Our remaining trips this year include Connecticut, and then Michigan again. Both trips to see family. At the New Year, we’ll be having Lorena’s family in town.

2023 has been an eventful year. Some highs, some lows. I look forward to writing the recap! Until then, below are some photos from our trip.


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Through my business career, I’ve had the pleasure to meet so many smart folks. Many of whom I now consider friends.

Matt Medeiros of The WP Minute is one of those people.

Matt and I have known one another for many years, mostly interacting online, but occasionally in person. I respect the hell outta Matt and what he does. He has great perspective on business, life, WordPress, software, and services. Plus, I just think he’s a cool guy.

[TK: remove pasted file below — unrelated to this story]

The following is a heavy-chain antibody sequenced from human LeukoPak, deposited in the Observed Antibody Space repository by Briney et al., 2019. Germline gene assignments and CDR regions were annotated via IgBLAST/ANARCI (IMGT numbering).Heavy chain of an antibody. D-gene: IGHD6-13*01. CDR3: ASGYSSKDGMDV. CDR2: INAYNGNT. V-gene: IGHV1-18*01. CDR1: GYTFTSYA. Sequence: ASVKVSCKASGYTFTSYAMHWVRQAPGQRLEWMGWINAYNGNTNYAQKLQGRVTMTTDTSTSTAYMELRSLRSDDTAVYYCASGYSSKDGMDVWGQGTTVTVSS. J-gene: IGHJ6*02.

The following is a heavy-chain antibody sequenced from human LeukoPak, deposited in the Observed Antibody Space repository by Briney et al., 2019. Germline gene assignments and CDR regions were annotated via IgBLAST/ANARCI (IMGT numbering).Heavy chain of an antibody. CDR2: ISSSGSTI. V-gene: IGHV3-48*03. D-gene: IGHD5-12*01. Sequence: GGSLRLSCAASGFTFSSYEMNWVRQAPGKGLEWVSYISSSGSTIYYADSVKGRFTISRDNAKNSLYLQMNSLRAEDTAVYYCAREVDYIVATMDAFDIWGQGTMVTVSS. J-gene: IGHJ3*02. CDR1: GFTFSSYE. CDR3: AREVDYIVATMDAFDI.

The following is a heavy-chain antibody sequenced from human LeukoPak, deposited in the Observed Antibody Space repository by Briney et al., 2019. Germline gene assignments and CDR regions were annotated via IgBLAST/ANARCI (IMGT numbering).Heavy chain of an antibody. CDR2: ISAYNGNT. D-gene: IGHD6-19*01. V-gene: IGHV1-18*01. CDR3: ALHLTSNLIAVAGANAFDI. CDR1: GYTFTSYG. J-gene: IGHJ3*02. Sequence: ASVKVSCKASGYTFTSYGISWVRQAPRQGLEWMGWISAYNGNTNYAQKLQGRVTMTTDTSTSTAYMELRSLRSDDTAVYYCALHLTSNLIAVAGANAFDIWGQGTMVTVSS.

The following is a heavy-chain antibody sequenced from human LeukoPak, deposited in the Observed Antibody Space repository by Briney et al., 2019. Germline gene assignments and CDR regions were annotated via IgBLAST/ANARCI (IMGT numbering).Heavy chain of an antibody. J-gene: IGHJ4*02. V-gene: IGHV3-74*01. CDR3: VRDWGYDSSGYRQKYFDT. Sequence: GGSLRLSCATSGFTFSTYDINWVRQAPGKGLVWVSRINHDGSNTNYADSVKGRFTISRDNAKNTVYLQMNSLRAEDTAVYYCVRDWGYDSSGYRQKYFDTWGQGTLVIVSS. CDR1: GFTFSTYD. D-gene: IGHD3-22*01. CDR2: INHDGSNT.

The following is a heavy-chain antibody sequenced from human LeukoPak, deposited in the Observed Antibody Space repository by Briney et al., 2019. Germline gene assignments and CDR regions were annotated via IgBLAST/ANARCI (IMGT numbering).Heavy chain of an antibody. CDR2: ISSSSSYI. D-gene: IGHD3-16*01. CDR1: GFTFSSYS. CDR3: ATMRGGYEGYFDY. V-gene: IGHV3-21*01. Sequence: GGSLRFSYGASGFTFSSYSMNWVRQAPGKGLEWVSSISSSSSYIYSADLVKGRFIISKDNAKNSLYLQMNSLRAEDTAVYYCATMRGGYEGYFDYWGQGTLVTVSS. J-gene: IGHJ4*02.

Earlier this month, Matt invited me to be on his podcast, The WP Minute. At the end of this post, I have included the recording.

Key Takeaways

  • I explain how I am now selling GapScout after running into challenges building complex AI technology and changes to review site terms and conditions.
  • The GapScout experience left me feeling defeated but taught me to focus on what really energizes me in business.
  • I have transitioned to coaching for founders, playing to my strengths in marketing, growth strategies and maximizing profits.
  • I am being selective about who I work with through warm outreach and relationship building vs trying to scale massively.